Daniel Romo is the author of Apologies in Reverse (FutureCycle Press, 2019), When Kerosene’s Involved (Mojave River Press, 2014), and Romancing Gravity (Silver Birch Press, 2013). More at danielromo.net.

difficulty breathing – a poem by Dawid Juraszek

difficulty breathing

they are still there somewhere
beyond the vast expanse of grey
they always have been
whenever we needed
but you can’t see them anymore
the particulate matter of urban life
………nitrogen oxides
left us all on our own
with exhalations of civilisation
all we can do is inhale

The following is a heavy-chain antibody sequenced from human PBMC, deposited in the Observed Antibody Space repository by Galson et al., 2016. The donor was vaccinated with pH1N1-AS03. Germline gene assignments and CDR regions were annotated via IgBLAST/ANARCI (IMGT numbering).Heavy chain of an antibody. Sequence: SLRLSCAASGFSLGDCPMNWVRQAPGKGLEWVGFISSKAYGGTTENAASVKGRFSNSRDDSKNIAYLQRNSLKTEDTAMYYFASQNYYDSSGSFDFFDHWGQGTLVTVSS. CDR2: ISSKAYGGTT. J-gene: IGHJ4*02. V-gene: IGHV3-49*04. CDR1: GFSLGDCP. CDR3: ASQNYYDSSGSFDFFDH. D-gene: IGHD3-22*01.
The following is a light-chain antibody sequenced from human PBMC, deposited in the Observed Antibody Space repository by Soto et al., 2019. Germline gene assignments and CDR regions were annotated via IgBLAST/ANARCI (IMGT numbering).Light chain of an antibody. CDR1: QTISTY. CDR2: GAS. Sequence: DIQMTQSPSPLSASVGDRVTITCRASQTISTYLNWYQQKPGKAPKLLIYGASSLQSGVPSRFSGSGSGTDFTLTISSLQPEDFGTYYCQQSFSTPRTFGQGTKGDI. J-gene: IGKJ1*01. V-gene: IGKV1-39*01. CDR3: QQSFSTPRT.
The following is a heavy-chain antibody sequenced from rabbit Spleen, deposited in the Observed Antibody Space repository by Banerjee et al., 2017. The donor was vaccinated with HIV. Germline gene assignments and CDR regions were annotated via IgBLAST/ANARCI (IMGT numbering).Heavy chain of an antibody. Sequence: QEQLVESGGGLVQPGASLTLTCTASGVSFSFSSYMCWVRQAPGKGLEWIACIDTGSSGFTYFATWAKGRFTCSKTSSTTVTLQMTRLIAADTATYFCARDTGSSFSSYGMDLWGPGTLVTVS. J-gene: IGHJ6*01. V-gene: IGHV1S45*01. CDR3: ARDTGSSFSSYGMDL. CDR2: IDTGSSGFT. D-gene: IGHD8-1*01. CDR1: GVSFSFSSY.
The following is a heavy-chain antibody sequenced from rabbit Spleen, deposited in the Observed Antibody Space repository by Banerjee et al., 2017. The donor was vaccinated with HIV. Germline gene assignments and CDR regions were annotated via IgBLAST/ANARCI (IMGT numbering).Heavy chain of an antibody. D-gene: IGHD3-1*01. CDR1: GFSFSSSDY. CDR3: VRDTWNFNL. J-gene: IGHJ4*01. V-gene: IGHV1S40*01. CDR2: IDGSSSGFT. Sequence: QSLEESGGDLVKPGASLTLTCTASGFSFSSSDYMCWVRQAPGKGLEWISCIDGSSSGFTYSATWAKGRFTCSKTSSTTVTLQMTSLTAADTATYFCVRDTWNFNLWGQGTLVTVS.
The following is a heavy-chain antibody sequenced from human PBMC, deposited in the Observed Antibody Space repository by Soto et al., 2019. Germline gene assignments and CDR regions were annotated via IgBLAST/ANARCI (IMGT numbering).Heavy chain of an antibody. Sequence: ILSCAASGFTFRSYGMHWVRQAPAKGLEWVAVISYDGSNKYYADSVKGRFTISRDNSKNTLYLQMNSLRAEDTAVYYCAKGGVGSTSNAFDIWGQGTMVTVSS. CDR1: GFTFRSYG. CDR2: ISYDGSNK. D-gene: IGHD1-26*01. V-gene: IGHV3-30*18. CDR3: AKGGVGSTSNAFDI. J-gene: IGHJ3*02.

looking up to the stars no longer an option


Dawid Juraszek is a lecturer in literature and culture of English-speaking countries at a university in Guangzhou, China. His academic background is in English, translation studies, educational leadership, international relations, and environmental management. A published novelist, his fiction, non-fiction, and poetry have appeared in a variety of outlets in his native Poland, Japan, the United States, and the United Kingdom.